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Residents submit budget-cutting ideas

May 01, 2002|BY BOB MAGINNIS

It's time to announce the winner in the latest Herald-Mail letter-writing contest, for which I asked readers to tell me, in 50 words or less, how they'd cut Hagerstown's budget to avert the second tax increase in two years. I got a bunch of replies, some from people who live outside the city.

Phillip M. Snider of Martinsburg, W.Va., wrote that "only way to start saving revenues is to neutralize the special interests that all governments squander the people's money on."

How to do that? Snider said he would enact legislation that would force everyone to vote or forfeit any "city, state and/or federal benefits."

Mary Haines of Hagerstown said citizens do not know enough about the city budget to make intelligent suggestions on where to cut.

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Publish everything that Herald-Mail reporter Dan Kulin brings back from City Hall without editing, she said, except for spelling errors.

"Otherwise what you are doing with this contest is passing the buck to an undeducated public to make random guesses about how to cut taxes," she wrote.

Russell Kendall wrote that to save money, the city should go to once-a-week trash pick-ups, have city employees pay part of their health-insurance costs, avoid duplication of services, annex more county areas into the city to increase the tax base and have the county government pay a surcharge for city attractions that all county residents use.

S. Meyers of Hagerstown complained that 50 words was an impossible target to hit, given the number of suggestions he or she had, including eliminating the city subsidy for the Ice and Sports complex, canceling the Pangborn Park parking lot renovation, cutting planning money for the Funkstown Bypass and not funding a new baseball stadium.

Vicky Smith said people should be able to pay taxes through a direct-debit system, which would save envelopes and perhaps a staff person as well. Have downtown clean-up done by those sentenced to community service and eliminate the summer youth jobs program, she said.

That same clean-up idea came from former city councilman Al Boyer, who said that in addition, volunteer groups might be enlisted to mow parks and other city property.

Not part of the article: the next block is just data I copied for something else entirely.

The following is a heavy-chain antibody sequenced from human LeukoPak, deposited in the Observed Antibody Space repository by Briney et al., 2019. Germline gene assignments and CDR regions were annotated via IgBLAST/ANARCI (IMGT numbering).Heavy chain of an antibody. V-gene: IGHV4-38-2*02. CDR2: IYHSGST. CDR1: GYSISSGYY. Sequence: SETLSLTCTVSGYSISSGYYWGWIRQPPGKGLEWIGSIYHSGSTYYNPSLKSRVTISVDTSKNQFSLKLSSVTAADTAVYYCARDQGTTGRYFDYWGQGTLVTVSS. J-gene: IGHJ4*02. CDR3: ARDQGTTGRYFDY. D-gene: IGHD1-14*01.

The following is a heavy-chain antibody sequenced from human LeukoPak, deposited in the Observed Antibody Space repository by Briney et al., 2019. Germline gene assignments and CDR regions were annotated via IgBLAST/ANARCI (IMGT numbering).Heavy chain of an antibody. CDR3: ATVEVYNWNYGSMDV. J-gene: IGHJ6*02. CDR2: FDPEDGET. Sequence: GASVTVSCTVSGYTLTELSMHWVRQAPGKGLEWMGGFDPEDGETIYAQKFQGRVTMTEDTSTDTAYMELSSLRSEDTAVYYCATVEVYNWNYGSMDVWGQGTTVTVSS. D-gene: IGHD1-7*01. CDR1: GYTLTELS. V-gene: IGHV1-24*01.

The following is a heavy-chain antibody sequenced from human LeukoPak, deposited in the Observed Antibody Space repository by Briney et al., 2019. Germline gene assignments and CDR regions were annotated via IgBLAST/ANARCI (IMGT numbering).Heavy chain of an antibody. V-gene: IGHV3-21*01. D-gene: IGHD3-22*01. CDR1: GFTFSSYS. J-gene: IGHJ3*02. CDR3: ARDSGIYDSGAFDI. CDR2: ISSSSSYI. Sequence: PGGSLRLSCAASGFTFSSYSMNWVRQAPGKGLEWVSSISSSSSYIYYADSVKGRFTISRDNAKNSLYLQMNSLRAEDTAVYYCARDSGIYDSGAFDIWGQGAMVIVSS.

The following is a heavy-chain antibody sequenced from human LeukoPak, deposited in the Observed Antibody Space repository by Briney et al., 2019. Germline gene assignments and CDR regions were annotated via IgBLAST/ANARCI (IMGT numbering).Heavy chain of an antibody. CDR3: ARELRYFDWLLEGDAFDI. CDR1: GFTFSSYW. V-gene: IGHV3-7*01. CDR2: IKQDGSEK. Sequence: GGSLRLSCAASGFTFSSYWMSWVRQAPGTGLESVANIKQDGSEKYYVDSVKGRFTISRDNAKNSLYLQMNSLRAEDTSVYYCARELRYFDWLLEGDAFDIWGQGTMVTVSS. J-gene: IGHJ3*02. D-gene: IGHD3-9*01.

Boyer said he would also stop using the fire alarm system that features pull boxes at various places in the city.

"It is maintained throughout the city and nobody has ever been able to tell me the last use, other than false alarms."

Finally, said Boyer, the city's budget woes cannot be solved while adding personnel.

If this council is serious about avoiding tax increases, Boyer said, then force reduction must be "a first consideration."

James M. Carbaugh wrote that the city must "make sure that the councilmen and women know the meaning of the word budget. He notes that Webster's Dictionary defines "budget" as "a plan or schedule adjusting expenses during a certain period to the estimated or fixed income for that period."

His second suggestion was "More power to Penny Nigh" and his third was to "forget raising revenues."

Tom Immer wrote to say that "the city should immediately close all departments that provide a service duplicated by the county. Minor legal differences are not worth the price we pay for such chauvinism."

Immer also said he believed the city should sue the county "for a fair and just distribution of taxes collected here."

And, he said, "Throw out the good old boy network."

Another possibility: "Become an independent city like Baltimore and get Peter's money." I assume he means Peter Angelos, the wealthy attorney who owns the Baltimore Orioles.

The final entry came from James Upchurch, president of Interfaith Housing of Western Maryland, who noted that in a letter he wrote in March of 2001, he suggested that the city use state and federal aid to develop new decent and affordable rental housing. In that way he said private landlords would be pressed to compete by offering better units. And thereby presumably increase the tax base.

I'm sorry, but some property owners will only fix up their properties if forced to. And I'm convinced that like zoning, which was reviled when it was first introduced here, rental property inspection will eventually be seen as a sensible way to keep properties in good repair and the tax base from crumbling.

Yes, Mary Haines is correct: Most citizens don't have enough information to say where all the fat is. But what I was asking is: What would you give up? And what increased charge or user fee would you be willing to pay to keep property taxes down?

Using that yardstick, Russell Kendall, who got right to the point with some practical suggestions, is the winner of a ticket for two to the Exchange Club Louisiana Pig Roast and Bonanza, catered by Cajun Cookin' of Hagerstown from 1 to 4 p.m. on Saturday, May 18 at the Potomac Fish & Game Club. Congratulations.

Bob Maginnis is editorial page editor of The Herald-Mail newspapers.

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